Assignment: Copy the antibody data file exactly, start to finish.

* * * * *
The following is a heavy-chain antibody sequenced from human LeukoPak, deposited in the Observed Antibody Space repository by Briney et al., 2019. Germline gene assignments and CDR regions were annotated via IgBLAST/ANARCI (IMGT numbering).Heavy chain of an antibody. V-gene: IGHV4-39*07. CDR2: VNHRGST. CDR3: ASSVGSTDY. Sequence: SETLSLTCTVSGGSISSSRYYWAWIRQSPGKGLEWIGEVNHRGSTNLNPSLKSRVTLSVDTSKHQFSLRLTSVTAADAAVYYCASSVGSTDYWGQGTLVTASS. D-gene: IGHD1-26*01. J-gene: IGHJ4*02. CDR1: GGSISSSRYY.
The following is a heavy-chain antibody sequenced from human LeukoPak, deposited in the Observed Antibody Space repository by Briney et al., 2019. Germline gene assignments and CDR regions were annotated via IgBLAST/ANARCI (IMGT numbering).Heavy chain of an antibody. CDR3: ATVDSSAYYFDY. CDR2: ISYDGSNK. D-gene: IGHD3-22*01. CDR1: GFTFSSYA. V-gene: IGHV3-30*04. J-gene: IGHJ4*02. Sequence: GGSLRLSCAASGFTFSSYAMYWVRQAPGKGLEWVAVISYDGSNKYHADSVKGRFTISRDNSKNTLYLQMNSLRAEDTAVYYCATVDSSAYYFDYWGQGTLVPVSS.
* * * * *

The following is a heavy-chain antibody sequenced from human LeukoPak, deposited in the Observed Antibody Space repository by Briney et al., 2019. Germline gene assignments and CDR regions were annotated via IgBLAST/ANARCI (IMGT numbering).Heavy chain of an antibody. V-gene: IGHV4-39*07. CDR2: VNHRGST. CDR3: ASSVGSTDY. Sequence: SETLSLTCTVSGGSISSSRYYWAWIRQSPGKGLEWIGEVNHRGSTNLNPSLKSRVTLSVDTSKHQFSLRLTSVTAADAAVYYCASSVGSTDYWGQGTLVTASS. D-gene: IGHD1-26*01. J-gene: IGHJ4*02. CDR1: GGSISSSRYY.
The following is a heavy-chain antibody sequenced from human LeukoPak, deposited in the Observed Antibody Space repository by Briney et al., 2019. Germline gene assignments and CDR regions were annotated via IgBLAST/ANARCI (IMGT numbering).Heavy chain of an antibody. CDR3: ATVDSSAYYFDY. CDR2: ISYDGSNK. D-gene: IGHD3-22*01. CDR1: GFTFSSYA. V-gene: IGHV3-30*04. J-gene: IGHJ4*02. Sequence: GGSLRLSCAASGFTFSSYAMYWVRQAPGKGLEWVAVISYDGSNKYHADSVKGRFTISRDNSKNTLYLQMNSLRAEDTAVYYCATVDSSAYYFDYWGQGTLVPVSS.